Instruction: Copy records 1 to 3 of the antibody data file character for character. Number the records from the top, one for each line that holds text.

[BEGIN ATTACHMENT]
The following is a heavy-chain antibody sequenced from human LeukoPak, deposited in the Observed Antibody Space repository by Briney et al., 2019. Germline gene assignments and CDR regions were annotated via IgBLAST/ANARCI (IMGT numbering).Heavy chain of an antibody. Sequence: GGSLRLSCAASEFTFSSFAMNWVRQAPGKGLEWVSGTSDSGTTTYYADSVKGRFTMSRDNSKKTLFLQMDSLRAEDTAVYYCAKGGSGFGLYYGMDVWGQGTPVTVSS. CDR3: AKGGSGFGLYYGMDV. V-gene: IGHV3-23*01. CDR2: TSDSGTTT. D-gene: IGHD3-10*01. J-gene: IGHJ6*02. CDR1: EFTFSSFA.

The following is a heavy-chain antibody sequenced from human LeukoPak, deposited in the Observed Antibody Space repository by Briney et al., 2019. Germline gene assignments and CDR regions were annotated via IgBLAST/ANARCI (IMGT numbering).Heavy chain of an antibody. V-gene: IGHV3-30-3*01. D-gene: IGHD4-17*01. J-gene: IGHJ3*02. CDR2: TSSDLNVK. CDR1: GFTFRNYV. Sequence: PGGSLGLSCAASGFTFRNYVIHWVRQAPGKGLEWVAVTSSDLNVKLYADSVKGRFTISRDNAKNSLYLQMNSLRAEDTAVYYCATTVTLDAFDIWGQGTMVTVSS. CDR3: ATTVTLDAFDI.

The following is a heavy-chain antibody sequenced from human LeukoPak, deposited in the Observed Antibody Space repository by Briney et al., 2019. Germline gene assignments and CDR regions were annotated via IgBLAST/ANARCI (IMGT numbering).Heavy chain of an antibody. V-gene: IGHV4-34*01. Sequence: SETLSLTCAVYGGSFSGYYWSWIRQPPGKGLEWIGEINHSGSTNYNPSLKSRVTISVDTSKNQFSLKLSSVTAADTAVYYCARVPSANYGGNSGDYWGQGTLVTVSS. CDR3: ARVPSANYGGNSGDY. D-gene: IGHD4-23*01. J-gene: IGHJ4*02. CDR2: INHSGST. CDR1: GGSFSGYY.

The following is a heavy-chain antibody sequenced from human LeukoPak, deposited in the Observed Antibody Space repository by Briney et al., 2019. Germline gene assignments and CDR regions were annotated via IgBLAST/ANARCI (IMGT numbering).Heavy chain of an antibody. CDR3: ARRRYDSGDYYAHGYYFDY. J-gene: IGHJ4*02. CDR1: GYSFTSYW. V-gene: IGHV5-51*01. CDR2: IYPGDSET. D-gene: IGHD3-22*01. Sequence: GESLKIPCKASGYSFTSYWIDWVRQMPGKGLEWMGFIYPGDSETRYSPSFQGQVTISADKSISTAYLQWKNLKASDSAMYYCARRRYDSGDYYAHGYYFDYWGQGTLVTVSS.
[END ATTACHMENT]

The following is a heavy-chain antibody sequenced from human LeukoPak, deposited in the Observed Antibody Space repository by Briney et al., 2019. Germline gene assignments and CDR regions were annotated via IgBLAST/ANARCI (IMGT numbering).Heavy chain of an antibody. Sequence: GGSLRLSCAASEFTFSSFAMNWVRQAPGKGLEWVSGTSDSGTTTYYADSVKGRFTMSRDNSKKTLFLQMDSLRAEDTAVYYCAKGGSGFGLYYGMDVWGQGTPVTVSS. CDR3: AKGGSGFGLYYGMDV. V-gene: IGHV3-23*01. CDR2: TSDSGTTT. D-gene: IGHD3-10*01. J-gene: IGHJ6*02. CDR1: EFTFSSFA.

The following is a heavy-chain antibody sequenced from human LeukoPak, deposited in the Observed Antibody Space repository by Briney et al., 2019. Germline gene assignments and CDR regions were annotated via IgBLAST/ANARCI (IMGT numbering).Heavy chain of an antibody. V-gene: IGHV3-30-3*01. D-gene: IGHD4-17*01. J-gene: IGHJ3*02. CDR2: TSSDLNVK. CDR1: GFTFRNYV. Sequence: PGGSLGLSCAASGFTFRNYVIHWVRQAPGKGLEWVAVTSSDLNVKLYADSVKGRFTISRDNAKNSLYLQMNSLRAEDTAVYYCATTVTLDAFDIWGQGTMVTVSS. CDR3: ATTVTLDAFDI.

The following is a heavy-chain antibody sequenced from human LeukoPak, deposited in the Observed Antibody Space repository by Briney et al., 2019. Germline gene assignments and CDR regions were annotated via IgBLAST/ANARCI (IMGT numbering).Heavy chain of an antibody. V-gene: IGHV4-34*01. Sequence: SETLSLTCAVYGGSFSGYYWSWIRQPPGKGLEWIGEINHSGSTNYNPSLKSRVTISVDTSKNQFSLKLSSVTAADTAVYYCARVPSANYGGNSGDYWGQGTLVTVSS. CDR3: ARVPSANYGGNSGDY. D-gene: IGHD4-23*01. J-gene: IGHJ4*02. CDR2: INHSGST. CDR1: GGSFSGYY.